The two faces mated with each other (two mating faces) are in contact with each other at the inclined portions of the faces.
The two mating faces are spaced apart from each other at the top portions and/or at the bottom portions, with gaps being formed at the spaced-apart portions.
In another aspect of the present invention, a shock absorbing device for a shoe sole comprises a lower layer having an upper face and an upper layer having a lower face.
The two layers are both made of an elastomer.
The upper face of the lower layer and the lower face of the upper layer are each formed to have substantially a corrugated section.
The corrugated faces each have a plurality of top portions, a plurality of bottom portions, and a plurality of inclined portions joining the top portions and bottom portions.
The top portions of the upper face of the lower layer are formed with essentially a recess-free, upwardly convexed surface, the bottom portions of the lower face of the upper layer are formed with essentially a recess-free, downwardly convexed surface.
The corrugated upper face and lower face mate with each other.
The two mating faces are in contact with each other at the inclined portions of the faces.
The two mating faces are spaced apart from each other at the top portions and/or at the bottom portions, with gaps being formed at the spaced-apart portions.
In a further aspect of the present invention, a shock absorbing device for a shoe sole comprises a lower layer having an upper face, an upper layer having a lower face, and an intermediate layer interposed between the lower layer and the upper layer.
The upper face of the lower layer and the lower face of the upper layer are each formed to have substantially a corrugated section.
The corrugated faces each have a plurality of top portions, a plurality of bottom portions, and a plurality of inclined portions joining the top portions and bottom portions.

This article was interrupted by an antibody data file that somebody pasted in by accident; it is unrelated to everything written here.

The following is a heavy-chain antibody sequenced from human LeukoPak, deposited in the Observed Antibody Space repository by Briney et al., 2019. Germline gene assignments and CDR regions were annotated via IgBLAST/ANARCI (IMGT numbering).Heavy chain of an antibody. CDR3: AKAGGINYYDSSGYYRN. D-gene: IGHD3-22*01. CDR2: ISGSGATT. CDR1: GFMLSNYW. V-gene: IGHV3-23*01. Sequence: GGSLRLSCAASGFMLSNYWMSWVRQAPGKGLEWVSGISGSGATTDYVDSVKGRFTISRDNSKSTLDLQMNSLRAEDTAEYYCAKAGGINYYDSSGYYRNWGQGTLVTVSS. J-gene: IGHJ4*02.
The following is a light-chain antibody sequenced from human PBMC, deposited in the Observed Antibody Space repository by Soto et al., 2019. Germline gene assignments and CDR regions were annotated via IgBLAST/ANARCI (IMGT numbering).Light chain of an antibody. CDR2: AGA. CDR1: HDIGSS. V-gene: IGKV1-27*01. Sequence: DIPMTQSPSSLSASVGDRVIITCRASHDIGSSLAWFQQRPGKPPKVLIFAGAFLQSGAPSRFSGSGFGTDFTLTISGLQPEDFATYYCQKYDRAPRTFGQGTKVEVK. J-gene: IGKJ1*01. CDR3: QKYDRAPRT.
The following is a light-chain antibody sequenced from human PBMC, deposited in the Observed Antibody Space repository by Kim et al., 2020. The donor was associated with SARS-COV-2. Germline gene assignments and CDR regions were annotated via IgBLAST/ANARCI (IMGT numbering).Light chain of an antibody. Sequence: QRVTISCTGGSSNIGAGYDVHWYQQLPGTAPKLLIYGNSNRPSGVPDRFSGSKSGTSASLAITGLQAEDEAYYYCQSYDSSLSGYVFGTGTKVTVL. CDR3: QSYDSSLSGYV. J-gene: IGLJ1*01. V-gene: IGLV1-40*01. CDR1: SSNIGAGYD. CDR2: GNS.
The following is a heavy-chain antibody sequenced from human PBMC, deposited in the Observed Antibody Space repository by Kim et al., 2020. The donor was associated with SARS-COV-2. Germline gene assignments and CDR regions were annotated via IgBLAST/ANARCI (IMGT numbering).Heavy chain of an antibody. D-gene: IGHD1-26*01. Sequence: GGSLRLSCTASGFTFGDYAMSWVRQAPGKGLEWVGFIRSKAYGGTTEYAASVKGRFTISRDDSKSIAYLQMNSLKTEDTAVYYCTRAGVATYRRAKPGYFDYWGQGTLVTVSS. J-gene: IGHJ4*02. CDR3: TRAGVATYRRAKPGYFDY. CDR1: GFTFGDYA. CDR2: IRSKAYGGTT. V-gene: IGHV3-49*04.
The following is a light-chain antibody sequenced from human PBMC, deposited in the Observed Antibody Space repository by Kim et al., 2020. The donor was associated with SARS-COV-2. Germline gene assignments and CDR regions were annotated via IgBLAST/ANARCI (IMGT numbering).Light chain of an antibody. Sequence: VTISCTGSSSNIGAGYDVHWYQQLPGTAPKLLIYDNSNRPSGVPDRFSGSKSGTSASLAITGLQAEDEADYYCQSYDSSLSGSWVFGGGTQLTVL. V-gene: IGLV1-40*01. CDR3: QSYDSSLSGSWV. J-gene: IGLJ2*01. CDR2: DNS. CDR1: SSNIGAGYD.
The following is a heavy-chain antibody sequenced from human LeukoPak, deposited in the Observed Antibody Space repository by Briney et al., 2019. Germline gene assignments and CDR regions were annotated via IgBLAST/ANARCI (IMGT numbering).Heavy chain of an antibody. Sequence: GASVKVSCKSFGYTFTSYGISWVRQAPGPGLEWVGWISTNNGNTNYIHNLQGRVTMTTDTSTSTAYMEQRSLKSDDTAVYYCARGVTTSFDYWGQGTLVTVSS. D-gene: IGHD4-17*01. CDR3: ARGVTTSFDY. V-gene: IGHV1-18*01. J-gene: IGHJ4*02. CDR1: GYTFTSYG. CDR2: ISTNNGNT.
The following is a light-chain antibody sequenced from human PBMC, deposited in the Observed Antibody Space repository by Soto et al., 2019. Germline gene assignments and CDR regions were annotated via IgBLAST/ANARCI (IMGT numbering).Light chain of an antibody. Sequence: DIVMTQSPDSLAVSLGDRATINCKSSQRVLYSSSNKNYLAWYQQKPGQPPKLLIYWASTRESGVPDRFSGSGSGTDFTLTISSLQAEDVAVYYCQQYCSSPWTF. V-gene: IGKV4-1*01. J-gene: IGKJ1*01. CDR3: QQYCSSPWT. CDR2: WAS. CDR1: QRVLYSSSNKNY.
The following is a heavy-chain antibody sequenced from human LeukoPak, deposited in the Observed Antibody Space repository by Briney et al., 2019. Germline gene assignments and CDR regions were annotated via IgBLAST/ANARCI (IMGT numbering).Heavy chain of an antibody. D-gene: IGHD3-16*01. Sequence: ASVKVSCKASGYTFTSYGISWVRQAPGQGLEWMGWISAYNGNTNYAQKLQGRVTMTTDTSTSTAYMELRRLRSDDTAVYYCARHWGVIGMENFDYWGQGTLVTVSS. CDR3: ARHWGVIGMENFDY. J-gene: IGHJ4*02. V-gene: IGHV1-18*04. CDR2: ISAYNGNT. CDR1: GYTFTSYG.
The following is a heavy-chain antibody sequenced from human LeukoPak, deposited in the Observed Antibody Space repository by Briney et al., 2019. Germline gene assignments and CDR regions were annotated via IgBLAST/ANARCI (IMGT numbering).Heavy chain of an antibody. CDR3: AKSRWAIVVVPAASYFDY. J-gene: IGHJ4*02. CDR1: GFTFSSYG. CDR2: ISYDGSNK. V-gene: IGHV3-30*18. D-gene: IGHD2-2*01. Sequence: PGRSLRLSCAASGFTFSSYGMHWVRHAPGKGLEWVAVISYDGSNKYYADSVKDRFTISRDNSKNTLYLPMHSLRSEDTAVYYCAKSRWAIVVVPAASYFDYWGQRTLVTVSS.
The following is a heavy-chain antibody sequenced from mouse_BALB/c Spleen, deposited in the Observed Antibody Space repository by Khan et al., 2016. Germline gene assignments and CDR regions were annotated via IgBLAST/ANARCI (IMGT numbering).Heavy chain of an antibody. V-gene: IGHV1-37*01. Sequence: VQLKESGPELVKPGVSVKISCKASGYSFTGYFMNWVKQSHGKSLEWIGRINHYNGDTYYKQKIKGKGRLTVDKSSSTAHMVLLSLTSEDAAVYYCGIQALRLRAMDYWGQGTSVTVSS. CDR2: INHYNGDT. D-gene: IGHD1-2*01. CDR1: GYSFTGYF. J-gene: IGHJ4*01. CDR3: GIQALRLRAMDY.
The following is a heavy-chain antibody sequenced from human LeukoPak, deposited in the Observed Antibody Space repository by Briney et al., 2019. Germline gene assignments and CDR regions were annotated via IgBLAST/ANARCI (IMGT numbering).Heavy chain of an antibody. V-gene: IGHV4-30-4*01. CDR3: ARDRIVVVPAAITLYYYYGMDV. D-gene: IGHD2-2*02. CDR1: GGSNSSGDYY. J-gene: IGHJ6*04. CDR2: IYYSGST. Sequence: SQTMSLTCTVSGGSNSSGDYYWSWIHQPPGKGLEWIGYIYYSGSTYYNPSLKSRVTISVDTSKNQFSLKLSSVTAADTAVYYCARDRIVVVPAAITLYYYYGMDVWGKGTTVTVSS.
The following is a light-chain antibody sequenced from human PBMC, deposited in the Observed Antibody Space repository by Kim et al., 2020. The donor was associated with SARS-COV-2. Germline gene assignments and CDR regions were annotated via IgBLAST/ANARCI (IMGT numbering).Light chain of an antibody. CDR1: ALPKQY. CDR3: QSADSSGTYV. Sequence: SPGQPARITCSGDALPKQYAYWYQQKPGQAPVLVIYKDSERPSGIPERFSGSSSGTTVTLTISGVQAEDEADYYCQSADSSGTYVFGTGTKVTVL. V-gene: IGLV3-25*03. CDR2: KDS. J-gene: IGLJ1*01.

The corrugated upper face and lower face mate via the intermediate layer with each other.
The two mating faces are in contact via the intermediate layer with each other at the respective inclined portions.
The two mating faces are spaced apart from each other at the top portions and/or at the bottom portions, with gaps being formed at the spaced-apart portions.
According to the present invention, between the upper and lower layers having corrugated sections, gaps are formed at the top portions and/or at the bottom portions of the corrugations. Thus the application of loads from above causes a shearing transformation at the inclined portions in contact with each other, the shearing transformation arising from shearing of textures of the inclined portions along the inclined surfaces. Thus, the loads from above presents not merely the compressive transformation but also a shearing transformation which contributes to an improvement of the shock absorbing properties.
In the present invention, the corrugated faces are each formed from essentially a smooth and continuous curvilinear surface so that there exist no sharply varying points in the sectional contours, whereupon there will occur a shearing transformation not merely at the textures of the inclined portions but also at the top portions and bottom portions without impairing the continuity in the shearing transformation. Remarkably improved shock absorbing properties are thus achieved.
As used herein, “the corrugated faces are each formed from essentially a smooth and continuous curvilinear surface” means that the sectional contours include a contour consisting of a curve and a curve which are smoothly joined together and a contour consisting of a curve and a straight line which are smoothly joined together and that there exist a plurality of crests and troughs having no sharply varying points which make t

LandOfFree

Say what you really think

Search LandOfFree.com for the USA inventors and patents. Rate them and share your experience with other people.

Rating

Shock absorbing device for shoe sole does not yet have a rating. At this time, there are no reviews or comments for this patent.

If you have personal experience with Shock absorbing device for shoe sole, we encourage you to share that experience with our LandOfFree.com community. Your opinion is very important and Shock absorbing device for shoe sole will most certainly appreciate the feedback.

Rate now

     

Profile ID: LFUS-PAI-O-3178452

All data on this website is collected from public sources. Our data reflects the most accurate information available at the time of publication.